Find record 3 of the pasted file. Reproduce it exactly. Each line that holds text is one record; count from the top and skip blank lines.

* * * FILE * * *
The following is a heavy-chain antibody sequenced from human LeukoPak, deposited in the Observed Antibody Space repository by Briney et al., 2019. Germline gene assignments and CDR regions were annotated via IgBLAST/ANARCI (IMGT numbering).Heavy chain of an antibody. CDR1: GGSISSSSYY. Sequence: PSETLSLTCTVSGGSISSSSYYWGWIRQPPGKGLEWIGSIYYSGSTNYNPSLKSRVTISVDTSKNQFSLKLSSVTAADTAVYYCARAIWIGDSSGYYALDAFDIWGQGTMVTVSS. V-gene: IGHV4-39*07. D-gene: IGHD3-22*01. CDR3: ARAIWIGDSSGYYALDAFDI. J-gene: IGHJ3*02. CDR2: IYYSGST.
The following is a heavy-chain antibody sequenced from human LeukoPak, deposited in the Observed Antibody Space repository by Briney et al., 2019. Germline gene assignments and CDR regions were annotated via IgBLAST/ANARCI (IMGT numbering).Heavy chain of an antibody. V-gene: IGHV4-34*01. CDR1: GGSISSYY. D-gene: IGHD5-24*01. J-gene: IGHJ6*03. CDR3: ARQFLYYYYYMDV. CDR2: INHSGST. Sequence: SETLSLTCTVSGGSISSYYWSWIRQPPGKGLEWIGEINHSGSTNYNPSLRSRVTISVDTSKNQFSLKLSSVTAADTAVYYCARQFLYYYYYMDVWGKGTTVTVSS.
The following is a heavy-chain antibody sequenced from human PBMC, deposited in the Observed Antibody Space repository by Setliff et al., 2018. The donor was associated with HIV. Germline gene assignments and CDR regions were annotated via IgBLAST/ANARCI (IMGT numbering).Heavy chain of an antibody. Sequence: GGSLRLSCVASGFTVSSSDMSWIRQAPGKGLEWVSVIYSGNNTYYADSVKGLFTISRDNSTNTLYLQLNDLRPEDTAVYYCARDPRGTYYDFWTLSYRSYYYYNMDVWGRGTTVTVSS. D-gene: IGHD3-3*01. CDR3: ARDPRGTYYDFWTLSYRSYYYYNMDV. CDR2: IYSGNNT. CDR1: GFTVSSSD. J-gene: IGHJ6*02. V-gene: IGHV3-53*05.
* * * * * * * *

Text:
The following is a heavy-chain antibody sequenced from human PBMC, deposited in the Observed Antibody Space repository by Setliff et al., 2018. The donor was associated with HIV. Germline gene assignments and CDR regions were annotated via IgBLAST/ANARCI (IMGT numbering).Heavy chain of an antibody. Sequence: GGSLRLSCVASGFTVSSSDMSWIRQAPGKGLEWVSVIYSGNNTYYADSVKGLFTISRDNSTNTLYLQLNDLRPEDTAVYYCARDPRGTYYDFWTLSYRSYYYYNMDVWGRGTTVTVSS. D-gene: IGHD3-3*01. CDR3: ARDPRGTYYDFWTLSYRSYYYYNMDV. CDR2: IYSGNNT. CDR1: GFTVSSSD. J-gene: IGHJ6*02. V-gene: IGHV3-53*05.